One of the things I’ve been trying to figure out these past couple of weeks is how use concrete poetry as a formal means to write about neurobiology. As I’ve documented in previous blog posts, I’m pretty taken with the physical/chemical properties of neurons and how they transmit information within a cell and between cells. I’m also very interested in the words we use to describe what nerves/brains/animals do (what is a “thought” at any of these physical scales?). As a starting point for putting these two interests together, I tried to think of inanimate things that behave in ways that mirror neuronal processes. For example, a dry river bed that “remembers” the river such that the next season’s rains trace the path and bring the “memory” of the river back to life. Once I’d got a list of these ideas written down (a typical poem, by my standards), I started to play with sentences written in loops and curves that intersected each other (like nerve circuits).
I showed Ben a draft of this to get a sense of whether it would work stylistically. He pointed out some features of it that I think are useful going forward, so I’m excited to continue along this vein and see how his feedback from time to time helps me construct or refocus the poem.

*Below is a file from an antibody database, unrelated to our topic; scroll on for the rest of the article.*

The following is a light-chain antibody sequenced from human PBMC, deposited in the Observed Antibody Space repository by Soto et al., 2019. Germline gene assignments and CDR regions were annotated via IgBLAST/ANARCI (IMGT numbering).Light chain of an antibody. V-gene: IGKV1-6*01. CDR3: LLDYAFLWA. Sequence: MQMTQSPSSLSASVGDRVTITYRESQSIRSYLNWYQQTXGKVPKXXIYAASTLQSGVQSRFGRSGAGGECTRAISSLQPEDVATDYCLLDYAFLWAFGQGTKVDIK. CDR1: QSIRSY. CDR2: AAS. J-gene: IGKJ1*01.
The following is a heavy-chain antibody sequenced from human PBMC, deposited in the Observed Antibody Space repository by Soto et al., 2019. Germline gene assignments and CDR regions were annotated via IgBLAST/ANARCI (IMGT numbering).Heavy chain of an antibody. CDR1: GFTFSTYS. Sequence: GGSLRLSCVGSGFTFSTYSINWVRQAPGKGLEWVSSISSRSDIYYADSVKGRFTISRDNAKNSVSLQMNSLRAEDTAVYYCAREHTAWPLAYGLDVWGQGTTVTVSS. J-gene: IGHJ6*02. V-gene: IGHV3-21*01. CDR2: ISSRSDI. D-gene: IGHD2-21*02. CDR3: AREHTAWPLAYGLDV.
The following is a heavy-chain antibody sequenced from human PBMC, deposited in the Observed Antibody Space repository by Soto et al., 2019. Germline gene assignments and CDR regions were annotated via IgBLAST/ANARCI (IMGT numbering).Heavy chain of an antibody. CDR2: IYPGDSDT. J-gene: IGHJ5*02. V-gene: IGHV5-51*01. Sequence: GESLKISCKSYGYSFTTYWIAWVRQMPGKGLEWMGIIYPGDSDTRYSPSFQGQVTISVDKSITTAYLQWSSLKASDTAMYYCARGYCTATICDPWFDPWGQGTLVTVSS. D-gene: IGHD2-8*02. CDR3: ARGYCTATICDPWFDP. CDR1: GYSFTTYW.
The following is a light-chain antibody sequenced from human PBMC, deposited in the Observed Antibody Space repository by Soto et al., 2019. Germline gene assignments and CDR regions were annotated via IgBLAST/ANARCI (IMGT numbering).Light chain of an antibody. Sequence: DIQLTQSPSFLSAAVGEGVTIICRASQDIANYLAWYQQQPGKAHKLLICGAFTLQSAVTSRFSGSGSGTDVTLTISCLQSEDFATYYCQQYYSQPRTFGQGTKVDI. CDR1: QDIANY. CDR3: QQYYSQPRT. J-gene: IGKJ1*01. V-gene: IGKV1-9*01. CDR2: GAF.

Apart from that, I’ve been reading some interesting research papers on cognition at various scales. One is a newly reported study on social learning in giant land tortoises. Another is an older study I stumbled upon exploring why humpback waves save other animals from orcas. And the third is on the step-by-step decision-making patterns of a single-celled freshwater organism. While none of these papers is directly related to Ben’s and my project, I find them fascinating to think about in the context of our discussions. We began our collaboration by talking about how writing might be a way of accessing something we cannot yet understand, but want to—and the alien mindscapes of other organisms are a pretty compelling thematic umbrella. Obviously a single-celled organism has no mind, but neither does any isolated cell in a brain. Yet the decision-making process of a single-celled organism helps us imagine how multi-celled animals aggregated such decision-making into the complex feedback loops that remind a 100-year-old tortoise how to pass an experimenter’s test for a food reward, or help a 30,000-kilogram whale decide to save a 60-kilogram human from predation. That’s pretty incredible, and the sort of stuff I file into a catalog of references for poems.